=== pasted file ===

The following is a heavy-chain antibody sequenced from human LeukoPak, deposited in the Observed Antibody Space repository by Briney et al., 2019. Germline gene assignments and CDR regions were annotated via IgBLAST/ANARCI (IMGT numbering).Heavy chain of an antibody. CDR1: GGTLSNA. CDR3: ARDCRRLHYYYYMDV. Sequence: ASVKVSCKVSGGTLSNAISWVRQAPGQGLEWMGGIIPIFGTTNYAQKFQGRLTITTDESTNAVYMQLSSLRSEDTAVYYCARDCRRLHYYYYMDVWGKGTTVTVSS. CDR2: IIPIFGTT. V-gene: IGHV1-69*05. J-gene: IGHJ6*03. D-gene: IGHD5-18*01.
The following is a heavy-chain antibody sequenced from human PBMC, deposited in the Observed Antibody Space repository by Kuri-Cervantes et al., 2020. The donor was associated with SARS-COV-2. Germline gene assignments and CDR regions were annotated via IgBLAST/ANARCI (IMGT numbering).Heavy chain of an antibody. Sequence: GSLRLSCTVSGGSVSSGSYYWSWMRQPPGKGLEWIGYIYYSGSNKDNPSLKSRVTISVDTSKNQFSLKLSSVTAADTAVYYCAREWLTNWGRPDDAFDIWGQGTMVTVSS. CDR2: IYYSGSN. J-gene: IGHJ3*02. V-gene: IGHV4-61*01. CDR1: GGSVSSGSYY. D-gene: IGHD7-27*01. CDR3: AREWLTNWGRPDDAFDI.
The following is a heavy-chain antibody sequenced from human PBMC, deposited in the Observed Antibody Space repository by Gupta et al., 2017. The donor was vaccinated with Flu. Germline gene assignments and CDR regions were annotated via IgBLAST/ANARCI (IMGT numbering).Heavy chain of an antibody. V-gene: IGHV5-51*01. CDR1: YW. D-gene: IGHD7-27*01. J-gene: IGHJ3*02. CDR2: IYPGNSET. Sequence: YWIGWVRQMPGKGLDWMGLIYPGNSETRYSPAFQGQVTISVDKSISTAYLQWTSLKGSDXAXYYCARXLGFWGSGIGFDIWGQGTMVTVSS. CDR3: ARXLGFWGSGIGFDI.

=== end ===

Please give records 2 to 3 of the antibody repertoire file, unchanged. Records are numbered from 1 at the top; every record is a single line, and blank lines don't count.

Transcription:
The following is a heavy-chain antibody sequenced from human PBMC, deposited in the Observed Antibody Space repository by Kuri-Cervantes et al., 2020. The donor was associated with SARS-COV-2. Germline gene assignments and CDR regions were annotated via IgBLAST/ANARCI (IMGT numbering).Heavy chain of an antibody. Sequence: GSLRLSCTVSGGSVSSGSYYWSWMRQPPGKGLEWIGYIYYSGSNKDNPSLKSRVTISVDTSKNQFSLKLSSVTAADTAVYYCAREWLTNWGRPDDAFDIWGQGTMVTVSS. CDR2: IYYSGSN. J-gene: IGHJ3*02. V-gene: IGHV4-61*01. CDR1: GGSVSSGSYY. D-gene: IGHD7-27*01. CDR3: AREWLTNWGRPDDAFDI.
The following is a heavy-chain antibody sequenced from human PBMC, deposited in the Observed Antibody Space repository by Gupta et al., 2017. The donor was vaccinated with Flu. Germline gene assignments and CDR regions were annotated via IgBLAST/ANARCI (IMGT numbering).Heavy chain of an antibody. V-gene: IGHV5-51*01. CDR1: YW. D-gene: IGHD7-27*01. J-gene: IGHJ3*02. CDR2: IYPGNSET. Sequence: YWIGWVRQMPGKGLDWMGLIYPGNSETRYSPAFQGQVTISVDKSISTAYLQWTSLKGSDXAXYYCARXLGFWGSGIGFDIWGQGTMVTVSS. CDR3: ARXLGFWGSGIGFDI.